Mitsubishi Outlander Image by John Goreham
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Mitsubishi Outlander PHEV Goes 160,000 Miles With Only Routine Maintenance

Plug-in hybrids reduce the number of common failure items your vehicle has. Here's a look back at how one woman's Mitsubishi Outlander PHEV has worked over 160,000 miles of daily operation.
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Mom, grandmother, and evening-shift rideshare operator Terry Krech owns and operates a 2018 Mitsubishi Outlander plug-in hybrid-electric vehicle (PHEV) that has traveled 160,000 miles without the need for repair. The only operating costs she has incurred other than energy and insurance is the minimal routine maintenance the vehicle was designed to need. Ms. Krech has recently traded to a newer 2019 Outlander PHEV, and thus, has had a perfect ownership experience with regard to vehicle upkeep.

Related Story - Here Are Mitsubishi's Guiding Principles For Its New 2022 Outlander

In just two short years, Terry racked up 160,000 miles in her 2018 Mitsubishi Outlander PHEV plug-in hybrid electric vehicle, driving between 150-250 miles each day, averaging 35 MPG, and providing more than 10,000 rides. She operates a ride-share business and drives the night shift in snowy Minnesota. "I like to think that I have a purpose in my life and that is to help people get home safely. I mainly drive between 9 p.m. and 3 a.m., because that's when people need rides the most." She explained her unusual job and vehicle needs this way: "This is my full-time job, so fuel economy and efficiency are important to me. I typically get 35 MPG, often 38-40 MPG. I track everything in my notebook – expenses, dates, times, distances. I can switch back and forth between eco mode, battery-save mode, and battery-charge mode using the regenerative braking system, just by clicking buttons. That makes it easy (and fun) to operate, even for me. Reliability is also important to me, and electric motors tend to last a long time." The Outlander PHEV has an EPA-estimated all-electric range of 22 miles, after which it operates a gas-electric hybrid with a total range of 310 miles.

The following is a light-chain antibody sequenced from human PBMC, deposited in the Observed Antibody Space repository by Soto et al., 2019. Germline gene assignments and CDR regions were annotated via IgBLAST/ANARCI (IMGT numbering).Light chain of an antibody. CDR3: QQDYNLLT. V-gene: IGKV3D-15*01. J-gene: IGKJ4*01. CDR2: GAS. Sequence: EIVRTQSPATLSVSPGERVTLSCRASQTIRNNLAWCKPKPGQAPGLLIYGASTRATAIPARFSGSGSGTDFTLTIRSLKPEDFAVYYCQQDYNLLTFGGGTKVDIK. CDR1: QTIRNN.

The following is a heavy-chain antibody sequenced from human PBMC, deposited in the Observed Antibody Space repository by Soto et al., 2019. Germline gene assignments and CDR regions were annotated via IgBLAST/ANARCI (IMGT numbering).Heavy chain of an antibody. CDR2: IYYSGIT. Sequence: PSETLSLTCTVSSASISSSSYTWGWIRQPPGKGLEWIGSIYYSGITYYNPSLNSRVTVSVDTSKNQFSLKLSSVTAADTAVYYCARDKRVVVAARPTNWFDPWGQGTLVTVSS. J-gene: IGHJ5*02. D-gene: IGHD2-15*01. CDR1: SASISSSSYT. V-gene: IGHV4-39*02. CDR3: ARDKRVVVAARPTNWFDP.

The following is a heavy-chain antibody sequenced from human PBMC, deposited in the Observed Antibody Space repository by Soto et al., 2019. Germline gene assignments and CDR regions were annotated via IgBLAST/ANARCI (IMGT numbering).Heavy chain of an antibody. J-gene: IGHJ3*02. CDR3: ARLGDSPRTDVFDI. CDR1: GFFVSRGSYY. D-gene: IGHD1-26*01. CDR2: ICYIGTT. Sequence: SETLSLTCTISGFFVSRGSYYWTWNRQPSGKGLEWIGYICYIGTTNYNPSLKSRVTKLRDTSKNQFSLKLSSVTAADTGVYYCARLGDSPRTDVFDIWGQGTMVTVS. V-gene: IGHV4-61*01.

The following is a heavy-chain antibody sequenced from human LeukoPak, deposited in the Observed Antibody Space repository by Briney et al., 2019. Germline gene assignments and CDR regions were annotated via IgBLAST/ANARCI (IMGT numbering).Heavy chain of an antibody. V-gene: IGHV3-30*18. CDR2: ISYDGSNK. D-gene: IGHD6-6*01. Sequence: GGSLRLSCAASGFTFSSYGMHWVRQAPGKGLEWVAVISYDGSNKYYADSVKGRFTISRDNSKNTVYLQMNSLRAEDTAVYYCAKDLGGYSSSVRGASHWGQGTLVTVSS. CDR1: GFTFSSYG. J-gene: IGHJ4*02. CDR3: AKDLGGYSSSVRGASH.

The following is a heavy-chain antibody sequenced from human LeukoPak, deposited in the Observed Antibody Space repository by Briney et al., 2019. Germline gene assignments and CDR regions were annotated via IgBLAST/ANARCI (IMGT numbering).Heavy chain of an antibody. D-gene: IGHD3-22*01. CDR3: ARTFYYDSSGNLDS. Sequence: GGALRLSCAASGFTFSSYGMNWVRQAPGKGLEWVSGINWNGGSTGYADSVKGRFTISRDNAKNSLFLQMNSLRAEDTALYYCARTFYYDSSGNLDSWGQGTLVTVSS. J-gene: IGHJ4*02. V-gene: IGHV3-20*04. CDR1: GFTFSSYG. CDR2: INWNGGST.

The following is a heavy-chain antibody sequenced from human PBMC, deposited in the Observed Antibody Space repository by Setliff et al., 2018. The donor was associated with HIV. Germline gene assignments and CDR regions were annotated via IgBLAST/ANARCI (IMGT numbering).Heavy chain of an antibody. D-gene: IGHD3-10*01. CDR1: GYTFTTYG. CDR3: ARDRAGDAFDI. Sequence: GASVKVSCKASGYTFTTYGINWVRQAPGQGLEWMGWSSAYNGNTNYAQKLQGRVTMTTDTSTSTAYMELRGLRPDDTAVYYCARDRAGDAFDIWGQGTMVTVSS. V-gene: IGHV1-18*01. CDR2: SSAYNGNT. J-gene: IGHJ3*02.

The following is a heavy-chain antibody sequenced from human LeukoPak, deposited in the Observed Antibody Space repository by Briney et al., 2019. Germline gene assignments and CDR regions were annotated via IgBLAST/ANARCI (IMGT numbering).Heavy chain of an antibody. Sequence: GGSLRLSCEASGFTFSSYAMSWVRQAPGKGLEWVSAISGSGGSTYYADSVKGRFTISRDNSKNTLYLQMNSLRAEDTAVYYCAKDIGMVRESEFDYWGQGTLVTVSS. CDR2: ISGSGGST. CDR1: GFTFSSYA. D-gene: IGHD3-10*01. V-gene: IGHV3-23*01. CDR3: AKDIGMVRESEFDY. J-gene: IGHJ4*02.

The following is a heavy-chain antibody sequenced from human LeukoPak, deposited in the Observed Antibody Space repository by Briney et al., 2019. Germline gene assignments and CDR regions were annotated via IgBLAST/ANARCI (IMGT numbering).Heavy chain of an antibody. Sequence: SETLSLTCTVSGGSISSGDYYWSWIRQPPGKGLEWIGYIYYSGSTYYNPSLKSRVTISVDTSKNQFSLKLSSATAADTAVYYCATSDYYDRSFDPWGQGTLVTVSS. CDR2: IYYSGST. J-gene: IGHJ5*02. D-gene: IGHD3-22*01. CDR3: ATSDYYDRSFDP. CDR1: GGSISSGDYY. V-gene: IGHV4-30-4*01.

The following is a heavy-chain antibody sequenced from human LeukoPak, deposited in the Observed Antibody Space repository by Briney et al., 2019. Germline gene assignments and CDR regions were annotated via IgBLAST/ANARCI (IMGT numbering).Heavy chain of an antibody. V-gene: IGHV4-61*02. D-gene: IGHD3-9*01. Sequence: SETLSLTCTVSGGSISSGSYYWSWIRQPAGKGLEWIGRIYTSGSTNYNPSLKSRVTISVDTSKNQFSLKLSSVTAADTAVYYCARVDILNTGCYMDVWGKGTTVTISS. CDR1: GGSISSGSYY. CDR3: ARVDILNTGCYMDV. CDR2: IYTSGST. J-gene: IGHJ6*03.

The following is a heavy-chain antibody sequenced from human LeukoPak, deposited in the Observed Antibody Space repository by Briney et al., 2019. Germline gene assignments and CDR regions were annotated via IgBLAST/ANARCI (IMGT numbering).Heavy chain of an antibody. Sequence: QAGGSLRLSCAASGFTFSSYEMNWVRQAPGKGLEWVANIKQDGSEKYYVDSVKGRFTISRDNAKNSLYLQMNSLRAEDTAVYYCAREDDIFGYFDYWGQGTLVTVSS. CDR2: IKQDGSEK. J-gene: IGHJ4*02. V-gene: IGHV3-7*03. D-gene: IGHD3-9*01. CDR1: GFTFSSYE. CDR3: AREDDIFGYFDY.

In a recent series of focus stories, we have highlighted how plug-in hybrid electric vehicles offer many of the same advantages that battery-electric vehicles do, but without the range, charging, and price downsides. Our comparison of the maintenance costs of the Toyota RAV4 Prime to the Tesla Model Y showed the Toyota RAV4 Prime PHEV to have an estimated cost of maintenance lower than the Tesla battery-electric vehicle. Similarly, our analysis of the RAV4 Prime's reduced need for repairs showed a similar result. And we are not alone. Consumer Reports concludes that PHEVs beat BEVs when it comes to low cost of maintenance and repair.

Kia, Hyundai, Ford, Honda, and other manufacturers are planning to join Toyota and Mitsubishi this year in offering AWD plug-in hybrid electric vehicles priced in an affordable range. Watch Torque News for updates on these new green vehicle options.

John Goreham is a long-time New England Motor Press Association member and recovering engineer. Following his engineering program, John also completed a marketing program at Northeastern University and worked with automotive component manufacturers. In addition to Torque News, John's work has appeared in print in dozens of American newspapers and he provides reviews to many vehicle shopping sites. You can follow John on Twitter, and view his credentials at Linkedin

Image Note: Top of page image for reference only. Second image courtesy of Mitsubishi


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Comments

Great article. In principle PHEVs sound great. (Note to Ford: how about a real Mustang that is PHEV?) But the bigger issue is charging. One third of adults are renters, not homeowners. A renter likely doesn't have access to charging. How many houses currently have 220v charging available right now for a PHEV or EV? Blackouts in CA last year and TX this year suggests that our national infrastructure is not ready for millions of new PHEVs and EVs. Also note that areas of the country (Pacific NW and others) are shutting down coal fired electrical plants which may lead to more blackouts in the future. It does not appear that there is a comprehensive plan to move from ICE to EV.
Excellent points, Ron. My fear is that the plan is rationing.